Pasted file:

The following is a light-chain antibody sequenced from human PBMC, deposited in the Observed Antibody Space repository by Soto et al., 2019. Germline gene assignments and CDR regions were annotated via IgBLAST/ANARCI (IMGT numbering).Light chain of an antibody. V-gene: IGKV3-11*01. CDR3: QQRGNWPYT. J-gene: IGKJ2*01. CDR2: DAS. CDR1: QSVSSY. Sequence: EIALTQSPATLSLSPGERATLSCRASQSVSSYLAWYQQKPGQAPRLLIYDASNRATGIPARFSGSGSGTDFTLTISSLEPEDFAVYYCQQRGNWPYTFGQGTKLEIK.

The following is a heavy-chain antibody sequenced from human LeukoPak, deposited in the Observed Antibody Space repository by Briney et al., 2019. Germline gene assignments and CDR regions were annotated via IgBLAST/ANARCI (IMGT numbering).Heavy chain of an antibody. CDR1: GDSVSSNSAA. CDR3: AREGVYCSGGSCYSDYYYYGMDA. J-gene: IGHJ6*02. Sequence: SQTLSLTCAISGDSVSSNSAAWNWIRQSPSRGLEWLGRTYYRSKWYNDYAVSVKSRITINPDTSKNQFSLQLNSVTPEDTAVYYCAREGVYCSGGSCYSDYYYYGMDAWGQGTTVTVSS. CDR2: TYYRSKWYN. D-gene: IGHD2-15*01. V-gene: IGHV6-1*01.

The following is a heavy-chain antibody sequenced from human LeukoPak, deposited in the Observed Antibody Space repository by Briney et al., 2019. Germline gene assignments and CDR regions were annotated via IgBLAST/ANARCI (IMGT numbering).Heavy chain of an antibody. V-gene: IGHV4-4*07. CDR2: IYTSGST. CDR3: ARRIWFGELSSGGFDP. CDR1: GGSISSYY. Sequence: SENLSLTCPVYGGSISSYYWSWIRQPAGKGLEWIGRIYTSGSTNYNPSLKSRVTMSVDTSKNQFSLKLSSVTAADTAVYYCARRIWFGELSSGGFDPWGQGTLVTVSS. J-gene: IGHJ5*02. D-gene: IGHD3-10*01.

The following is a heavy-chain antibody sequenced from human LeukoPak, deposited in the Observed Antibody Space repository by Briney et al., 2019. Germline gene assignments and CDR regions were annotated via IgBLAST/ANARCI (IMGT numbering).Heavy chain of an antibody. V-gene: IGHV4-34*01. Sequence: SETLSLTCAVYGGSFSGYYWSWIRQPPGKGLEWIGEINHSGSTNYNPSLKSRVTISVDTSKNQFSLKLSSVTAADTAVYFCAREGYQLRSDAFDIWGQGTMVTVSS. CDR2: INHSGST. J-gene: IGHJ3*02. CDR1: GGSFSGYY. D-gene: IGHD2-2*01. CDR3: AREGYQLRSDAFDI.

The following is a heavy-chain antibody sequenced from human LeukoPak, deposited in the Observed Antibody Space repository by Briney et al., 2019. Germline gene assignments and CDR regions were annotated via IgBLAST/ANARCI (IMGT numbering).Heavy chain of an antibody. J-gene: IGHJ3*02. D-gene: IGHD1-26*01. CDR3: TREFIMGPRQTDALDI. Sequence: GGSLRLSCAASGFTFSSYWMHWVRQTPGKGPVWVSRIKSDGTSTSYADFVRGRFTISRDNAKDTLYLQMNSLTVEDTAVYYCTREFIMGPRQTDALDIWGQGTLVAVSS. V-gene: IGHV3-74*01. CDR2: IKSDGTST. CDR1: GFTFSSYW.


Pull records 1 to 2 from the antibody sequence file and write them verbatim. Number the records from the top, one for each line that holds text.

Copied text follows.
The following is a light-chain antibody sequenced from human PBMC, deposited in the Observed Antibody Space repository by Soto et al., 2019. Germline gene assignments and CDR regions were annotated via IgBLAST/ANARCI (IMGT numbering).Light chain of an antibody. V-gene: IGKV3-11*01. CDR3: QQRGNWPYT. J-gene: IGKJ2*01. CDR2: DAS. CDR1: QSVSSY. Sequence: EIALTQSPATLSLSPGERATLSCRASQSVSSYLAWYQQKPGQAPRLLIYDASNRATGIPARFSGSGSGTDFTLTISSLEPEDFAVYYCQQRGNWPYTFGQGTKLEIK.

The following is a heavy-chain antibody sequenced from human LeukoPak, deposited in the Observed Antibody Space repository by Briney et al., 2019. Germline gene assignments and CDR regions were annotated via IgBLAST/ANARCI (IMGT numbering).Heavy chain of an antibody. CDR1: GDSVSSNSAA. CDR3: AREGVYCSGGSCYSDYYYYGMDA. J-gene: IGHJ6*02. Sequence: SQTLSLTCAISGDSVSSNSAAWNWIRQSPSRGLEWLGRTYYRSKWYNDYAVSVKSRITINPDTSKNQFSLQLNSVTPEDTAVYYCAREGVYCSGGSCYSDYYYYGMDAWGQGTTVTVSS. CDR2: TYYRSKWYN. D-gene: IGHD2-15*01. V-gene: IGHV6-1*01.